Then the technology. According to a famous quote from Georgia Tech professor of technology Melvin Kranzberg, technology is “neither good, nor bad, nor neutral.” By this he meant that technology is never separate from its social environment. Every new technology contributes to a new social and political balance by its availability alone, regardless of the intentions of the developers.
Digital technologies illustrate this process well. Recent research by our institute, for example, provides insight into the consequences of the use of Clearview’s Artificial Intelligence. The existence of (otherwise discriminatory) facial recognition systems that use publicly available images has implications for our conception of law enforcement. When anyone in the vicinity of a camera can be identified by any person in possession of such technology, new categories of risk to legal protection arise.
To stay closer to Dijkgraaf’s concerns, the emergence of ‘evolved’ social and political movements against public health policies can be considered useful in the light of new social media at a time when populist tendencies are on the rise. The ways in which discontent with public health policies was mobilized during the pandemic are unprecedented and have proved capable of undermining the effectiveness of public policies.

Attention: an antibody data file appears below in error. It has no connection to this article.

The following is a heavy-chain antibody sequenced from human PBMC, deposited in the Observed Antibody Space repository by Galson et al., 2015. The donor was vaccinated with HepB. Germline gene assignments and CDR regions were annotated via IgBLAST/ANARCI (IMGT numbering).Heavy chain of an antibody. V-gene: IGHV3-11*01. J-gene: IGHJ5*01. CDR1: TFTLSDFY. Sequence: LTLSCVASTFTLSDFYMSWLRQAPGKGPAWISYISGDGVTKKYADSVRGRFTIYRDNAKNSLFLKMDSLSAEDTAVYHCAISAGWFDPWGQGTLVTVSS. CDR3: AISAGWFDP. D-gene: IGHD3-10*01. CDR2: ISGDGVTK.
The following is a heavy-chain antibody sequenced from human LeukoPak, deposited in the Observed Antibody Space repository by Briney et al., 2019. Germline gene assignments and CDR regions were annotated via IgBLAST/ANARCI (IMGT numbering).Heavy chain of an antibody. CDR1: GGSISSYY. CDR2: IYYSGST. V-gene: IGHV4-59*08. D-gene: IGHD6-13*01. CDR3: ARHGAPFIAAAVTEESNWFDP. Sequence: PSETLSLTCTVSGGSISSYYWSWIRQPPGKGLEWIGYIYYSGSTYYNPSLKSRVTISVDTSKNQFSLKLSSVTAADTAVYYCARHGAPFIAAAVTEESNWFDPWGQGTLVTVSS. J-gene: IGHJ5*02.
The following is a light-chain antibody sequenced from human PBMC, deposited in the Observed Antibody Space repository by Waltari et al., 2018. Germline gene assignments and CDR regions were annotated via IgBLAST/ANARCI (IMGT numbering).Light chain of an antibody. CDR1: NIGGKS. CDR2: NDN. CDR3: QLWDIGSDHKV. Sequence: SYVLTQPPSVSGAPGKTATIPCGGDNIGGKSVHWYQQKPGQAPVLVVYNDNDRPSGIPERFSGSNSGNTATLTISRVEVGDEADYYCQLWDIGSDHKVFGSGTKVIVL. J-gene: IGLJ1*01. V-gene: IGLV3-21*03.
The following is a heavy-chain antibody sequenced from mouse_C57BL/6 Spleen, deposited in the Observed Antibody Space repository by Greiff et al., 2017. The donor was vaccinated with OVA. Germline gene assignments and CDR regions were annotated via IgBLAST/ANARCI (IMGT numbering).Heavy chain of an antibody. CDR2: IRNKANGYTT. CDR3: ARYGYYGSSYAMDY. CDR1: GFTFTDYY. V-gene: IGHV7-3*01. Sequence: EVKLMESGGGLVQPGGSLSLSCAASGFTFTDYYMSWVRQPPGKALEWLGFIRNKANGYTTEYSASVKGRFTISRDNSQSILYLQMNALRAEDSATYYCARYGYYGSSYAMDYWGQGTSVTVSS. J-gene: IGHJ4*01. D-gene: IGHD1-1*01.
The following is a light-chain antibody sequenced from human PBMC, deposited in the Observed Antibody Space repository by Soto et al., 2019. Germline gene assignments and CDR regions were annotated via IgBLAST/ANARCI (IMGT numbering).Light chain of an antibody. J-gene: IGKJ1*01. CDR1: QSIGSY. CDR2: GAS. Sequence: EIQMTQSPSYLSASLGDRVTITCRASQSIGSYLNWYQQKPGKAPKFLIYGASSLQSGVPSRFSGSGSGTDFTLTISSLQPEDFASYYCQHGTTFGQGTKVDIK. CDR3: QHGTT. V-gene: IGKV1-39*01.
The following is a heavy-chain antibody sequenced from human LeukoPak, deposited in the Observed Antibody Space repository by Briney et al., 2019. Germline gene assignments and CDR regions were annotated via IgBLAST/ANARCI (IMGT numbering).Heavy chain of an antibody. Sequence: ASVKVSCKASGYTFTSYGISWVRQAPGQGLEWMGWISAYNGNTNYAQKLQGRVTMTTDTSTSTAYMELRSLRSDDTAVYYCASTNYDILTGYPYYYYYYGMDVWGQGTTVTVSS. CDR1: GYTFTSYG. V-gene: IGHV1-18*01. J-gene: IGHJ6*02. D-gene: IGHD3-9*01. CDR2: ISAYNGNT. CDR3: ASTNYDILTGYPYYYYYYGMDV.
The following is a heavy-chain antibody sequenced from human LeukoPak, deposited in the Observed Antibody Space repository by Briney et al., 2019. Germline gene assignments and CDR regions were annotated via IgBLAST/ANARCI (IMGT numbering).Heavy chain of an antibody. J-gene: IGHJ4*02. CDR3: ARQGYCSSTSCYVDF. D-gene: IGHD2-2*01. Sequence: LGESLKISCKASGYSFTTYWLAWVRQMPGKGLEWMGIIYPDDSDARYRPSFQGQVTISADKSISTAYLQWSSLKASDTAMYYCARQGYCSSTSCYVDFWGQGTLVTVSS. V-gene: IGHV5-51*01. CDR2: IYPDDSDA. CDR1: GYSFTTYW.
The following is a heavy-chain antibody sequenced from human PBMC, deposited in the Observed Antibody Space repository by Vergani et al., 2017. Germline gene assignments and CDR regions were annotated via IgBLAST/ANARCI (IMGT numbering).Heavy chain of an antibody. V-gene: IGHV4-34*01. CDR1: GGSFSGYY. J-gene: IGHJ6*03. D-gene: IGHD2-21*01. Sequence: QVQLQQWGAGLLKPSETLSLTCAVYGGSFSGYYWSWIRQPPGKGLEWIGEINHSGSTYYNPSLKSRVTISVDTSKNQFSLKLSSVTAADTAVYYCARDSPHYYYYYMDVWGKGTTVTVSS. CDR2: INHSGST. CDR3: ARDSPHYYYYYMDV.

COVID-19 is the first pandemic at a time when the government has no significant control over public health communications. (Even the WHO turned to WhatsApp to get its message out.) However, many social media prioritize the most polarizing messages, increasing their credibility. As a result, reliable information lost out. No effective policy can be pursued in this regard as long as the non-neutral role of new digital technologies and their influence on these changing power relations are not recognized. The Dutch humanities and social sciences in particular have made a significant contribution to making the political dimensions of new technologies transparent and therefore open to criticism.
Hey scientist: embrace your ‘inner politician’!
We are concerned that the new ‘political head’ of science policy, called “the best-known scientist in the Netherlands” by the NRC, does not seem to see these connections. Dijkgraaf is a minister at a time when politics is facing major challenges when it comes to dealing with technological developments. The new government now seems to be really taking those questions seriously (for example, an algorithm watchdog has been provided) and wants to work on its knowledge gap in areas of AI and data tech. Dijkgraaf himself states that “[d]he biggest mistake you can make is thinking about knowledge in a naive way and underestimating its impact.”
This includes recognizing the political dimensions of science and its products, such as knowledge and technology. In other words: politics should not only create a safe space for scientists, but also a safe political-scientific culture; a culture in which researchers are aware of the social aspects of their work and in which politicians justify their choices for funding and using scientific insight. That should also be mentioned.
Aviva de Groot, Linnet Taylor, Merel Noorman, Siddharth de Souza, Gert Meyers, Tineke Broer.
Tilburg Institute for Law, Technology, and Society, Tilburg University.